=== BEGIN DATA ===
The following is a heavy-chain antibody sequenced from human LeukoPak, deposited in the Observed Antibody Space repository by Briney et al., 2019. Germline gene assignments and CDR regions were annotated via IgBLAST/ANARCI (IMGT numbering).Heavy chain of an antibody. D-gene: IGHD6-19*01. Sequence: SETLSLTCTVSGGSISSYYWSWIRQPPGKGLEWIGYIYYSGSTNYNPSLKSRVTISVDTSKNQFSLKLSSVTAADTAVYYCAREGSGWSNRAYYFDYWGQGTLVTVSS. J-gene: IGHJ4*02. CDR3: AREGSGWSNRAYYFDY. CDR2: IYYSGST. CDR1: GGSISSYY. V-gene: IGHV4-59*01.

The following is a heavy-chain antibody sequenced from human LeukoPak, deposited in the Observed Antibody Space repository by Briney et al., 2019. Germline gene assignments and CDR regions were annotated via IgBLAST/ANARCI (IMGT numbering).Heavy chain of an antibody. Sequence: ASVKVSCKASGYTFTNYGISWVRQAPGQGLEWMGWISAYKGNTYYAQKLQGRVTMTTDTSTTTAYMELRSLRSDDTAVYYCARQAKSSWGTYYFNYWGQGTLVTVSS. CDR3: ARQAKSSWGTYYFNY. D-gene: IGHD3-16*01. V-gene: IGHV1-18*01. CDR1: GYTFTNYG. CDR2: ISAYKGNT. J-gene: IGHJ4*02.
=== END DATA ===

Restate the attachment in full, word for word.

The following is a heavy-chain antibody sequenced from human LeukoPak, deposited in the Observed Antibody Space repository by Briney et al., 2019. Germline gene assignments and CDR regions were annotated via IgBLAST/ANARCI (IMGT numbering).Heavy chain of an antibody. D-gene: IGHD6-19*01. Sequence: SETLSLTCTVSGGSISSYYWSWIRQPPGKGLEWIGYIYYSGSTNYNPSLKSRVTISVDTSKNQFSLKLSSVTAADTAVYYCAREGSGWSNRAYYFDYWGQGTLVTVSS. J-gene: IGHJ4*02. CDR3: AREGSGWSNRAYYFDY. CDR2: IYYSGST. CDR1: GGSISSYY. V-gene: IGHV4-59*01.

The following is a heavy-chain antibody sequenced from human LeukoPak, deposited in the Observed Antibody Space repository by Briney et al., 2019. Germline gene assignments and CDR regions were annotated via IgBLAST/ANARCI (IMGT numbering).Heavy chain of an antibody. Sequence: ASVKVSCKASGYTFTNYGISWVRQAPGQGLEWMGWISAYKGNTYYAQKLQGRVTMTTDTSTTTAYMELRSLRSDDTAVYYCARQAKSSWGTYYFNYWGQGTLVTVSS. CDR3: ARQAKSSWGTYYFNY. D-gene: IGHD3-16*01. V-gene: IGHV1-18*01. CDR1: GYTFTNYG. CDR2: ISAYKGNT. J-gene: IGHJ4*02.